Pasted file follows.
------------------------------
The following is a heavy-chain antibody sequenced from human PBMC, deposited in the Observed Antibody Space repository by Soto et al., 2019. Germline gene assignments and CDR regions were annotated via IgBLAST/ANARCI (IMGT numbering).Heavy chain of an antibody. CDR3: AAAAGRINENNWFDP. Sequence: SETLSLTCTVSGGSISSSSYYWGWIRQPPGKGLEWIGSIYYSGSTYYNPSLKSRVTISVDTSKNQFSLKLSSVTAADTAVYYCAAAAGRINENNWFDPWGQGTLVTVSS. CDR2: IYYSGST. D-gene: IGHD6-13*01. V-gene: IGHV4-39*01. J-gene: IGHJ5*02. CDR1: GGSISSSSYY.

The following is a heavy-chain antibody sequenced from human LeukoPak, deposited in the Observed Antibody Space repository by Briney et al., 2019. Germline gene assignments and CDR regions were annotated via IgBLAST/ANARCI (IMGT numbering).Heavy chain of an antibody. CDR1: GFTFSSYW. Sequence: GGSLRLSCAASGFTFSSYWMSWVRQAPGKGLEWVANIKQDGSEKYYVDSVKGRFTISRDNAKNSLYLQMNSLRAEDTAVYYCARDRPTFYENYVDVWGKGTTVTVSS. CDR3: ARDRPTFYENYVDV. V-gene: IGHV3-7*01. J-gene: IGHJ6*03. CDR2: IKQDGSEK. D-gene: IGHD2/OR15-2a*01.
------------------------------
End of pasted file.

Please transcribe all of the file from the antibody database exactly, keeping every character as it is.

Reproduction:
The following is a heavy-chain antibody sequenced from human PBMC, deposited in the Observed Antibody Space repository by Soto et al., 2019. Germline gene assignments and CDR regions were annotated via IgBLAST/ANARCI (IMGT numbering).Heavy chain of an antibody. CDR3: AAAAGRINENNWFDP. Sequence: SETLSLTCTVSGGSISSSSYYWGWIRQPPGKGLEWIGSIYYSGSTYYNPSLKSRVTISVDTSKNQFSLKLSSVTAADTAVYYCAAAAGRINENNWFDPWGQGTLVTVSS. CDR2: IYYSGST. D-gene: IGHD6-13*01. V-gene: IGHV4-39*01. J-gene: IGHJ5*02. CDR1: GGSISSSSYY.

The following is a heavy-chain antibody sequenced from human LeukoPak, deposited in the Observed Antibody Space repository by Briney et al., 2019. Germline gene assignments and CDR regions were annotated via IgBLAST/ANARCI (IMGT numbering).Heavy chain of an antibody. CDR1: GFTFSSYW. Sequence: GGSLRLSCAASGFTFSSYWMSWVRQAPGKGLEWVANIKQDGSEKYYVDSVKGRFTISRDNAKNSLYLQMNSLRAEDTAVYYCARDRPTFYENYVDVWGKGTTVTVSS. CDR3: ARDRPTFYENYVDV. V-gene: IGHV3-7*01. J-gene: IGHJ6*03. CDR2: IKQDGSEK. D-gene: IGHD2/OR15-2a*01.